At Cloud Slam 2013 last month in Santa Clara, CA, we had the chance to meet and talk with application and data professionals in the healthcare and life sciences industry who are leading adoption of cloud and cloud models at their organizations. New requirements for medical record-keeping, information exchange, and the portability of patient data have put huge cost pressures on healthcare IT, and this, combined with the U.S. Federal government’s Cloud First policy and other similar initiatives around the world, has quite suddenly made cloud solutions very attractive.
In this context, Dell Boomi General Manager Chris McNabb explained at the show why healthcare and life sciences organizations have started adopting Boomi, and what we see as our role in their adoption of cloud. As Chris put it, “When you look at the requirements to share data, we look at that and think, cloud can solve that problem very well. So we believe we are a natural fit for this market, Dell Boomi itself being an integration platform.”
It’s worth noting that the benefits here go beyond just enabling adoption of cloud in order to be able to control costs. Healthcare IT is strongly focused today on improving “system interoperability”—its term for application and data integration—because that is key to meeting the new Patient Portability, Meaningful Use, and Collaborative Care mandates. So if cloud means newer, faster, and more versatile achievement of these, then what Boomi is really doing is preparing healthcare for its future, in terms of both technology and public policy.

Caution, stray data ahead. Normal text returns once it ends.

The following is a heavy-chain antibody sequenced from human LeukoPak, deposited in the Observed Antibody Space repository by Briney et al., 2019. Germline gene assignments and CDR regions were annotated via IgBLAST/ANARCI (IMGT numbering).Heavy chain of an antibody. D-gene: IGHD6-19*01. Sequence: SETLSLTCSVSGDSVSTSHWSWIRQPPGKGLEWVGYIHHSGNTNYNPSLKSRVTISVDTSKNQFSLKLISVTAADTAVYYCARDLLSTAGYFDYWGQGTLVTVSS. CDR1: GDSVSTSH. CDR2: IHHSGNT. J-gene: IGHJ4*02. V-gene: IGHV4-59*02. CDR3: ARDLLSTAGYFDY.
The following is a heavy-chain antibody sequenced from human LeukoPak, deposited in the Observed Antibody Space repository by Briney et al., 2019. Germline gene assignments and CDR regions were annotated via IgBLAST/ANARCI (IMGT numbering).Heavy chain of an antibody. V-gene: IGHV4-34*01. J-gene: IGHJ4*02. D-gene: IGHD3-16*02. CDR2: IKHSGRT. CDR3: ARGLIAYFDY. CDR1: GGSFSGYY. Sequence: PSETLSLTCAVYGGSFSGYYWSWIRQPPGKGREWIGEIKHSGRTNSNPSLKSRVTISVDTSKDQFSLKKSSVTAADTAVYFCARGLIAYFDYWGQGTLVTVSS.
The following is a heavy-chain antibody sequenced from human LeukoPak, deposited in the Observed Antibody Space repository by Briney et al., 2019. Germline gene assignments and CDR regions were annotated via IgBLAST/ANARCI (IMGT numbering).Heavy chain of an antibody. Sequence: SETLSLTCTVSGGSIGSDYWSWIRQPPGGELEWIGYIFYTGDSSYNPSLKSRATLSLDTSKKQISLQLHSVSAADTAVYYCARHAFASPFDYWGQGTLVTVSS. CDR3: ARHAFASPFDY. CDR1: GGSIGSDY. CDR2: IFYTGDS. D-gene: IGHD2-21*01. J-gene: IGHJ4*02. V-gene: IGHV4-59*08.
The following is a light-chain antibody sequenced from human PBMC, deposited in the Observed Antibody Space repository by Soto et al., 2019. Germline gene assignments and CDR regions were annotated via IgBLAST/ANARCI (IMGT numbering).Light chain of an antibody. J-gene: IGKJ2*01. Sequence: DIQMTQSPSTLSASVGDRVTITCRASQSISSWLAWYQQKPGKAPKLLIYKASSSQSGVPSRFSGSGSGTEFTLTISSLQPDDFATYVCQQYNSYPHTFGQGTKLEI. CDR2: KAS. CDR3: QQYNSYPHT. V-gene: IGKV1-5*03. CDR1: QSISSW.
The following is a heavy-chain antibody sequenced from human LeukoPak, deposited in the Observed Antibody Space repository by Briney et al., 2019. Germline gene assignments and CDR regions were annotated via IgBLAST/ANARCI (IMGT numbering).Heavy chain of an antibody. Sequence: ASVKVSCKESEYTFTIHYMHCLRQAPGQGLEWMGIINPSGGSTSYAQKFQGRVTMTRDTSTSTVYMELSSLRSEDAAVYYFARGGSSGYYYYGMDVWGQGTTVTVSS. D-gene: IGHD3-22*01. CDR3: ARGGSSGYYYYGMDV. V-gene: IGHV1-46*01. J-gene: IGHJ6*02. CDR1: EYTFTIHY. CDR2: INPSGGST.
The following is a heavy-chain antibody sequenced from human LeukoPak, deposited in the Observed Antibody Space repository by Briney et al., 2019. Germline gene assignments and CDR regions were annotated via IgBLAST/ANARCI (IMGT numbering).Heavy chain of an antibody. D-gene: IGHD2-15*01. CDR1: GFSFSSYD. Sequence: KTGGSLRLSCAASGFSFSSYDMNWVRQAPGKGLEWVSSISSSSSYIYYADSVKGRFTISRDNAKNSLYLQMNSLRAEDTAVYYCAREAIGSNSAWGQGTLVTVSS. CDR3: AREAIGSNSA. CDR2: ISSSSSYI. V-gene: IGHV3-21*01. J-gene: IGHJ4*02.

Systems in the healthcare sector are already unusually large and complex, not just because of the growing volume of data, but because of that data’s wide variation (from high-resolution images to claims transactions) and its bewildering network of users and endpoints (from doctors and labs to insurance companies, government agencies, and hospital networks).
How do you adopt a new platform into this complex, high-visibility environment without creating exploding timelines or massive indirect costs?
We believe that the value of a modern, cloud-enabled integration strategy in addressing these issues is frequently unappreciated, especially when it comes to adoptions, migrations, and upgrades to the application and data architecture. That may be less true in healthcare and the life sciences, however. There, the pressure-cooker of regulation and cost is shining a pretty bright light on integration’s benefits.